Fiction, Physics, and BBC

“You just won’t believe how vastly, hugely, mind-bogglingly big space is,” said the author Douglas Adams. This citation from The Hitchhiker’s Guide to The Galaxy opens the BBC’s animated guide to “Big Bang: How the Universe was created” . The tone of presentation is lighthearted, the animation is eye-catching and witty. The idea of filling the Royal Albert Hall with frozen peas is undeniably cute. A text-book example of a brilliant combination of fiction and physics? Maybe.

The narrator mentions Hubble’s discovery of the expansion of the Universe, the theoretical prediction that the universe is filled with free-streaming background radiation (made by Alpher, Gamow and Herman), and the accidental discovery of the Cosmic Microwave Background Radiation by Arno Penzias and Robert Wilson. Then the narrator continues with the following statement:

“Around 13.8 billion years ago, all the matter in the Universe emerged from a single, minute point, or singularity, in a violent burst.”

Is this statement right? Or maybe, “It is not even wrong”?

For a comprehensive, but pretty long answer see e.g.:http://map.gsfc.nasa.gov/universe/. In a nutshell, modern cosmology (a science based on a plethora of observations interpreted within the framework of Einstein’s theory of General Relativity) favors the notion that the Universe is infinite. In such a case, the universe has emerged infinite and was not born from a single point. The violent burst at the beginning was way more mind-boggling than the narrator suggests – it happened not at one point but everywhere in the universe!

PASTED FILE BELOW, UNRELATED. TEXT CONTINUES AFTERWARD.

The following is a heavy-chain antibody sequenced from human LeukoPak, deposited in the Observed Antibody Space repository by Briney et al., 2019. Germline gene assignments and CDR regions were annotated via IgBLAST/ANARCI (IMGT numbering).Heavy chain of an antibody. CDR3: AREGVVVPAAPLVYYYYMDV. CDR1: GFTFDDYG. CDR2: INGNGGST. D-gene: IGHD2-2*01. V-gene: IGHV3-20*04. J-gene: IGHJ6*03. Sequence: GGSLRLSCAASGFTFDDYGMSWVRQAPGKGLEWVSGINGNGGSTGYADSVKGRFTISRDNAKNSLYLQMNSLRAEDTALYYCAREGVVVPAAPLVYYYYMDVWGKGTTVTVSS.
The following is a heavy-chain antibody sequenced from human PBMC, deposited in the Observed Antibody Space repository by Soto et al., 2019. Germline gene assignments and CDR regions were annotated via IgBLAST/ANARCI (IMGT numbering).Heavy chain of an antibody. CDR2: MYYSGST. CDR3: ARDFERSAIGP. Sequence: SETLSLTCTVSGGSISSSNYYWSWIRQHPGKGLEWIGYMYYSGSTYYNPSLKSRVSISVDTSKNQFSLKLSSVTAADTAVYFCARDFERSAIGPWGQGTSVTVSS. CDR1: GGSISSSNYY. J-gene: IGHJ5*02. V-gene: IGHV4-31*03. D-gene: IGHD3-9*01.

Here is how the Big Bang primer at NASA cautions against a simplistic interpretation:

Please keep in mind the following important points to avoid misconceptions about the Big Bang and expansion:

  • The Big Bang did not occur at a single point in space as an “explosion.” It is better thought of as the simultaneous appearance of space everywhere in the universe. That region of space that is within our present horizon was indeed no bigger than a point in the past. Nevertheless, if all of space both inside and outside our horizon is infinite now, it was born infinite. …
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